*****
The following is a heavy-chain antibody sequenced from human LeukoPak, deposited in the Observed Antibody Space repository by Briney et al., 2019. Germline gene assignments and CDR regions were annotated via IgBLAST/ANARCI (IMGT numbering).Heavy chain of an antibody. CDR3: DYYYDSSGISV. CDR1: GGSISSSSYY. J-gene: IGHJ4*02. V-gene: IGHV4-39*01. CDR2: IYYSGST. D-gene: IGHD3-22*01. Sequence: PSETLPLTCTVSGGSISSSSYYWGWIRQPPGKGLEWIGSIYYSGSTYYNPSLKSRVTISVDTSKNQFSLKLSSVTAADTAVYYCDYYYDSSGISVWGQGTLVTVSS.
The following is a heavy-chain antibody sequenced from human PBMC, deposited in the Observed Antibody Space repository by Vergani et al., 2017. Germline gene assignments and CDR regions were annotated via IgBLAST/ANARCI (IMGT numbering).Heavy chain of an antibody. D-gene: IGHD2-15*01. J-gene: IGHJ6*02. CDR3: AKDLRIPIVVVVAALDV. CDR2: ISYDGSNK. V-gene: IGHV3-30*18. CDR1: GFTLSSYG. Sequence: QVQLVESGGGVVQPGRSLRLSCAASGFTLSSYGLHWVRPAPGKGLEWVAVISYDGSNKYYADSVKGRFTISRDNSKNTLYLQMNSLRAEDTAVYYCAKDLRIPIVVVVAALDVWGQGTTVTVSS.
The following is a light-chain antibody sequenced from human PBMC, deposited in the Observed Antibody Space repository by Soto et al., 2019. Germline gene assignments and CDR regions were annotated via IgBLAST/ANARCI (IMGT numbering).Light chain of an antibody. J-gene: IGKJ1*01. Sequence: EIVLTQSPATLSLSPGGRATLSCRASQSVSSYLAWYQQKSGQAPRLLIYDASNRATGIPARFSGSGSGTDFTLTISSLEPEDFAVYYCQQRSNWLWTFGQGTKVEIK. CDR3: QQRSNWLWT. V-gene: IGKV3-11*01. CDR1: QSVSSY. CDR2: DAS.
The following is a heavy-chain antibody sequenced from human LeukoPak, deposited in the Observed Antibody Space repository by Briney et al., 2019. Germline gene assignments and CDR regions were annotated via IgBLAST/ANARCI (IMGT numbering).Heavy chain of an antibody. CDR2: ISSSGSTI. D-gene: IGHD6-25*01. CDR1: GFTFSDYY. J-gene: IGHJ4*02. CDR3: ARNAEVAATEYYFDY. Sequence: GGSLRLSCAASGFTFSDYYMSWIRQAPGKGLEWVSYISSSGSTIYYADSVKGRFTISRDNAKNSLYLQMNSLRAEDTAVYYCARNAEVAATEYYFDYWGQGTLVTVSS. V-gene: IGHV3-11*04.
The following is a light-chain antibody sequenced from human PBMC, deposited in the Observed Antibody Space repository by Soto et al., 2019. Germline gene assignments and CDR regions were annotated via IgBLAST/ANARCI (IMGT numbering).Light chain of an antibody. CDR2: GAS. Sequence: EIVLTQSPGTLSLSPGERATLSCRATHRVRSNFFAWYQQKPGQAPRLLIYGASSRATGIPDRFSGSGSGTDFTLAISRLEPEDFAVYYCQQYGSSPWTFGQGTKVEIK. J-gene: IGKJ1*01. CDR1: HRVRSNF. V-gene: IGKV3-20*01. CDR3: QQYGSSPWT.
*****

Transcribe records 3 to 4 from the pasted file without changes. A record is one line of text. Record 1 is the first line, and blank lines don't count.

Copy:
The following is a light-chain antibody sequenced from human PBMC, deposited in the Observed Antibody Space repository by Soto et al., 2019. Germline gene assignments and CDR regions were annotated via IgBLAST/ANARCI (IMGT numbering).Light chain of an antibody. J-gene: IGKJ1*01. Sequence: EIVLTQSPATLSLSPGGRATLSCRASQSVSSYLAWYQQKSGQAPRLLIYDASNRATGIPARFSGSGSGTDFTLTISSLEPEDFAVYYCQQRSNWLWTFGQGTKVEIK. CDR3: QQRSNWLWT. V-gene: IGKV3-11*01. CDR1: QSVSSY. CDR2: DAS.
The following is a heavy-chain antibody sequenced from human LeukoPak, deposited in the Observed Antibody Space repository by Briney et al., 2019. Germline gene assignments and CDR regions were annotated via IgBLAST/ANARCI (IMGT numbering).Heavy chain of an antibody. CDR2: ISSSGSTI. D-gene: IGHD6-25*01. CDR1: GFTFSDYY. J-gene: IGHJ4*02. CDR3: ARNAEVAATEYYFDY. Sequence: GGSLRLSCAASGFTFSDYYMSWIRQAPGKGLEWVSYISSSGSTIYYADSVKGRFTISRDNAKNSLYLQMNSLRAEDTAVYYCARNAEVAATEYYFDYWGQGTLVTVSS. V-gene: IGHV3-11*04.